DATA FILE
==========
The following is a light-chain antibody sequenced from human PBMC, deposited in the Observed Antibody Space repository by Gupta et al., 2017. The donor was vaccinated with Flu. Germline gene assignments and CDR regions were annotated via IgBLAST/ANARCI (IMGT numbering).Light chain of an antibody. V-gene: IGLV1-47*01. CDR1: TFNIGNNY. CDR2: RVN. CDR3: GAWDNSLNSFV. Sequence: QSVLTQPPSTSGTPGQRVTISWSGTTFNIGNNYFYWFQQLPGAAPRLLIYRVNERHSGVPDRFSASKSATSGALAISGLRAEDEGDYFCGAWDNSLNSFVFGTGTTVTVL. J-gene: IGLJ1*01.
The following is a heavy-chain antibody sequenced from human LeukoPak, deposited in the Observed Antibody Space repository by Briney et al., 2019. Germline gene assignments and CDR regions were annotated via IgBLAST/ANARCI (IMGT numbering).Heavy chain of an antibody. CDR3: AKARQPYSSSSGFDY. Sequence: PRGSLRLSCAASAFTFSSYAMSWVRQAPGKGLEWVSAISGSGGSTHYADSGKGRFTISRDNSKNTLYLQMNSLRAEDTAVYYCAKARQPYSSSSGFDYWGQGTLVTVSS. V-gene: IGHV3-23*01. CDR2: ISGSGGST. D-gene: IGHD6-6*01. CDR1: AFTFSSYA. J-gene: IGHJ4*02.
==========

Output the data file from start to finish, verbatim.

The following is a light-chain antibody sequenced from human PBMC, deposited in the Observed Antibody Space repository by Gupta et al., 2017. The donor was vaccinated with Flu. Germline gene assignments and CDR regions were annotated via IgBLAST/ANARCI (IMGT numbering).Light chain of an antibody. V-gene: IGLV1-47*01. CDR1: TFNIGNNY. CDR2: RVN. CDR3: GAWDNSLNSFV. Sequence: QSVLTQPPSTSGTPGQRVTISWSGTTFNIGNNYFYWFQQLPGAAPRLLIYRVNERHSGVPDRFSASKSATSGALAISGLRAEDEGDYFCGAWDNSLNSFVFGTGTTVTVL. J-gene: IGLJ1*01.
The following is a heavy-chain antibody sequenced from human LeukoPak, deposited in the Observed Antibody Space repository by Briney et al., 2019. Germline gene assignments and CDR regions were annotated via IgBLAST/ANARCI (IMGT numbering).Heavy chain of an antibody. CDR3: AKARQPYSSSSGFDY. Sequence: PRGSLRLSCAASAFTFSSYAMSWVRQAPGKGLEWVSAISGSGGSTHYADSGKGRFTISRDNSKNTLYLQMNSLRAEDTAVYYCAKARQPYSSSSGFDYWGQGTLVTVSS. V-gene: IGHV3-23*01. CDR2: ISGSGGST. D-gene: IGHD6-6*01. CDR1: AFTFSSYA. J-gene: IGHJ4*02.